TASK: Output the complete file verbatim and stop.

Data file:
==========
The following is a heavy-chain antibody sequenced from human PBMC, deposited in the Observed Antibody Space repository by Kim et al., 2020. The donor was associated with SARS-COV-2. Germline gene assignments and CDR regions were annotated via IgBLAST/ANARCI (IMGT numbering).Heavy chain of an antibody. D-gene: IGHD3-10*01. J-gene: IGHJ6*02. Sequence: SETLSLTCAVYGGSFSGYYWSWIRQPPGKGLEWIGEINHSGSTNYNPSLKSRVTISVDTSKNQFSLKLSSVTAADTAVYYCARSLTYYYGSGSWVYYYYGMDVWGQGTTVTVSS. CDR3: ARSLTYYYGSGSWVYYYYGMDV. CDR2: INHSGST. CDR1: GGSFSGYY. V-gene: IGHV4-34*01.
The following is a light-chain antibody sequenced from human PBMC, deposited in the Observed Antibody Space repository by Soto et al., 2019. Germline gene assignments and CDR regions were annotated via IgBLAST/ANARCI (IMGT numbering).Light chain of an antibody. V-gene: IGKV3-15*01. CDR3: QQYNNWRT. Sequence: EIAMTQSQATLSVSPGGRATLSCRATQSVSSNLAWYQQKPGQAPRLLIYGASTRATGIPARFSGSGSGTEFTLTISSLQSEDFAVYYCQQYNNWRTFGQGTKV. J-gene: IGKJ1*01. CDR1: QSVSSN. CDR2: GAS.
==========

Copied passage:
The following is a heavy-chain antibody sequenced from human PBMC, deposited in the Observed Antibody Space repository by Kim et al., 2020. The donor was associated with SARS-COV-2. Germline gene assignments and CDR regions were annotated via IgBLAST/ANARCI (IMGT numbering).Heavy chain of an antibody. D-gene: IGHD3-10*01. J-gene: IGHJ6*02. Sequence: SETLSLTCAVYGGSFSGYYWSWIRQPPGKGLEWIGEINHSGSTNYNPSLKSRVTISVDTSKNQFSLKLSSVTAADTAVYYCARSLTYYYGSGSWVYYYYGMDVWGQGTTVTVSS. CDR3: ARSLTYYYGSGSWVYYYYGMDV. CDR2: INHSGST. CDR1: GGSFSGYY. V-gene: IGHV4-34*01.
The following is a light-chain antibody sequenced from human PBMC, deposited in the Observed Antibody Space repository by Soto et al., 2019. Germline gene assignments and CDR regions were annotated via IgBLAST/ANARCI (IMGT numbering).Light chain of an antibody. V-gene: IGKV3-15*01. CDR3: QQYNNWRT. Sequence: EIAMTQSQATLSVSPGGRATLSCRATQSVSSNLAWYQQKPGQAPRLLIYGASTRATGIPARFSGSGSGTEFTLTISSLQSEDFAVYYCQQYNNWRTFGQGTKV. J-gene: IGKJ1*01. CDR1: QSVSSN. CDR2: GAS.